Bonobos Guideshop is not a typical men’s retailer where you walk in, choose an outfit, pay at the register, and walk out with a bag branded with the store’s logo. Instead, the Guideshop is an “in real life” representation of the apparel website bonobos.com where a gent can try on the brand’s super-soft washed chinos featuring the Bonobos (bo-NO-bos) signature curved waistband, or get fitted for a suit before ordering the clothes to be delivered to his home. Or he can go home and order the clothing online or by phone. It’s the ultimate try-it-before-you-buy-it model most of us wish for in online shopping.
The brick-and-mortar version of the menswear e-tailer opened last month at Fashion Island, across from Nordstrom. Customers will find samples of Bonobos shirts, slacks, suits, accessories, and more so they can feel the fabrics, try on items, be fitted, and ask for style advice from the shop’s “guides.”
Not having to store inventory makes it possible for the retailer to offer accessible prices for quality clothing, says Erin Grant, spokeswoman for Bonobos. It also means the store’s focus is on the customer. Bonobos shirts run from $58 to $148, jeans from $98 to $175, washed chinos, $88 to $98 and suits, $450 to nearly $1,000.
“So you can make an appointment or walk in and be fitted,” Grant says. “We keep your sizes and records on file because we’re e-commerce based. By not having to stock inventory, we can provide really exceptional service and you’re out in five minutes. The clothes arrive at your door in three to five business days.”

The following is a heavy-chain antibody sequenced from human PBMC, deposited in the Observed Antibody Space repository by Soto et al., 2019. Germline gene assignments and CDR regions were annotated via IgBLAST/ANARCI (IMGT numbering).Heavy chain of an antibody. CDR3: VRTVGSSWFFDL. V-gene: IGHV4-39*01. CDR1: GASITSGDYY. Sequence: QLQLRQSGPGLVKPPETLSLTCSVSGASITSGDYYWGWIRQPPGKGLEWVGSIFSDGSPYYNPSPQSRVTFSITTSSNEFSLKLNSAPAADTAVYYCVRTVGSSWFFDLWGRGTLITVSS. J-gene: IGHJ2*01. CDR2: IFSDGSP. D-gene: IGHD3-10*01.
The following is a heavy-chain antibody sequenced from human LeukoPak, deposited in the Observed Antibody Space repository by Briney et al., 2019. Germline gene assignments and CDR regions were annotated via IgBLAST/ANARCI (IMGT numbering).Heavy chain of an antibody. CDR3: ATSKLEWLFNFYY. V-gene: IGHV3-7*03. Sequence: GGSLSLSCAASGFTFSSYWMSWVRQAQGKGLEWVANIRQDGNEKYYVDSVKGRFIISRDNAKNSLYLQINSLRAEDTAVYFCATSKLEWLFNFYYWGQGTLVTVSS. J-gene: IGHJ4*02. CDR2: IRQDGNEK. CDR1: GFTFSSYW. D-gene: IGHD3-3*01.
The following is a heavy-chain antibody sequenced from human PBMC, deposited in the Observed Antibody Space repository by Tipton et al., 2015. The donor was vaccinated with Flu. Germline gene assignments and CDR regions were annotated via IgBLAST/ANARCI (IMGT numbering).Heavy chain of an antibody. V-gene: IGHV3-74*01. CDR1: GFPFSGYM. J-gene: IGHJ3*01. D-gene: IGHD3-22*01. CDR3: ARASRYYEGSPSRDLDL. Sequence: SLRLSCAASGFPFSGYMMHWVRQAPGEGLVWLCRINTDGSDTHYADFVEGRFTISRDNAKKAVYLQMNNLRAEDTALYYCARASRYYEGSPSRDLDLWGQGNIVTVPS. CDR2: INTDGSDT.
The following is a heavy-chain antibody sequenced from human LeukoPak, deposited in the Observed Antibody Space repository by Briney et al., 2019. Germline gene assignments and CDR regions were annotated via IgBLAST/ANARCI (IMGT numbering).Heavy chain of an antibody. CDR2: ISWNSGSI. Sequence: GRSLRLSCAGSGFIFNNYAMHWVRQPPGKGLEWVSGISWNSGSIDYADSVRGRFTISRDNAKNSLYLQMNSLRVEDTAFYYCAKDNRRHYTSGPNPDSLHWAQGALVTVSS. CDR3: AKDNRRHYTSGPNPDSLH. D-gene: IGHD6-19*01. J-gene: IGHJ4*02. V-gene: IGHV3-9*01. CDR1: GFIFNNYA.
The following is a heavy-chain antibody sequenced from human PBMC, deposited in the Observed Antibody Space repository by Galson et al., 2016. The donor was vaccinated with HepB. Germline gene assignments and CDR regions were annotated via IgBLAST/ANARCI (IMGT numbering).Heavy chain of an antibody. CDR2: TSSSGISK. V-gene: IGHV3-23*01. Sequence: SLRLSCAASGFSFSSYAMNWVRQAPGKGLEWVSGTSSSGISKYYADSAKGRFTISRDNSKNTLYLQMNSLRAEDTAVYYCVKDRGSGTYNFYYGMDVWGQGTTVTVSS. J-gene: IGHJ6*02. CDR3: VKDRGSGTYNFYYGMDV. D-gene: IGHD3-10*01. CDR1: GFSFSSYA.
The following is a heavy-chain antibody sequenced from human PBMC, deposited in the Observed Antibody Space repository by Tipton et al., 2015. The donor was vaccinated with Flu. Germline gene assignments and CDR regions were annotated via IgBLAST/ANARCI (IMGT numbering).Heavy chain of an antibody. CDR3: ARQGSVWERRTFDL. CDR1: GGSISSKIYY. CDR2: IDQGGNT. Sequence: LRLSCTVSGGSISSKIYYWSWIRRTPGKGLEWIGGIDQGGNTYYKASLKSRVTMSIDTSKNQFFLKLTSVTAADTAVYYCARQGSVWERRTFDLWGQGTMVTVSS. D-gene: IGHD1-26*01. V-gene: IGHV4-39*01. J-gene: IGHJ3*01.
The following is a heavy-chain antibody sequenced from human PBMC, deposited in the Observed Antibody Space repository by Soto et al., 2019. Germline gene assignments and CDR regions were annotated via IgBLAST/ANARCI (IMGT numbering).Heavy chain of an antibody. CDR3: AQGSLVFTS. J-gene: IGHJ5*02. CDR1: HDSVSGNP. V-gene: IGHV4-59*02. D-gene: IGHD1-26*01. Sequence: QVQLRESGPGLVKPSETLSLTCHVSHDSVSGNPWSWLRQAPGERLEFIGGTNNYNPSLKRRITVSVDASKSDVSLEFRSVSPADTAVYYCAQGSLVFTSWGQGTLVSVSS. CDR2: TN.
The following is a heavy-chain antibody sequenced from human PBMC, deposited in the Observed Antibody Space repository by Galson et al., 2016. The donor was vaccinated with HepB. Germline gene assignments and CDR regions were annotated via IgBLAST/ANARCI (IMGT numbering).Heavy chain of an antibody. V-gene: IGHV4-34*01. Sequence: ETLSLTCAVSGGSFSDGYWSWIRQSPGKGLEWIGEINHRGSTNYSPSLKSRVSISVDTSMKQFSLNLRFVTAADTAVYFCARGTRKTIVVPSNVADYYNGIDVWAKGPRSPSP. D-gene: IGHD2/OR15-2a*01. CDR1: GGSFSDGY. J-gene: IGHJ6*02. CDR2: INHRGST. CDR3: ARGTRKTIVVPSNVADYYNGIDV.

Bonobos was founded in 2007 by Stanford business school roommates Andy Dunn and Brian Spaly. As the story goes, Dunn and Spaly, hated shopping and Dunn always had a hard time finding pants to fit his athlete’s body. So they re-tailored a pair of pants at the waistline to make it follow the natural curve of a man’s body and tapered the legs for a slimmer fit. The pants were a hit and soon they were selling them to other Stanford students out of their home.
Today, Dunn still runs Bonobos, Spaly left to start the menswear subscription service Trunk Club (trunkclub.com) which was recently purchased by Nordstrom, but not before they also redesigned a men’s shirt that fits more snugly around the waist, under the arm, and at the bottom.
By 2010, Bonobos was a hit online, but men still wanted to try on the clothes, Grant says. “We literally set up some curtains in the lobby of the New York headquarters and saw how it worked and said, ‘we need to build with this.’ ”
Monday through Friday, 10 a.m. to 9 p.m.
Saturday, 10 a.m. to 7 p.m.
Sunday, 11 a.m. to 6 p.m.